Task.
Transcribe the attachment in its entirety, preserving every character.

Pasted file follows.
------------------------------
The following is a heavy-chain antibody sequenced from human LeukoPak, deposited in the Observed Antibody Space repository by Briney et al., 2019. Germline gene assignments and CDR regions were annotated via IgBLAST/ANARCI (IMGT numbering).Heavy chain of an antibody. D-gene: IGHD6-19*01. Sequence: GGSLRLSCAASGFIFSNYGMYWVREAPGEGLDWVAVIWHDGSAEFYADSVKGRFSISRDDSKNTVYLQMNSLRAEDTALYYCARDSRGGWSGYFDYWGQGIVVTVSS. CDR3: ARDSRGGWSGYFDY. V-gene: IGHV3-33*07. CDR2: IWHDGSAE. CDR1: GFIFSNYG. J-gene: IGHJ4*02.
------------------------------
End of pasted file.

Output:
The following is a heavy-chain antibody sequenced from human LeukoPak, deposited in the Observed Antibody Space repository by Briney et al., 2019. Germline gene assignments and CDR regions were annotated via IgBLAST/ANARCI (IMGT numbering).Heavy chain of an antibody. D-gene: IGHD6-19*01. Sequence: GGSLRLSCAASGFIFSNYGMYWVREAPGEGLDWVAVIWHDGSAEFYADSVKGRFSISRDDSKNTVYLQMNSLRAEDTALYYCARDSRGGWSGYFDYWGQGIVVTVSS. CDR3: ARDSRGGWSGYFDY. V-gene: IGHV3-33*07. CDR2: IWHDGSAE. CDR1: GFIFSNYG. J-gene: IGHJ4*02.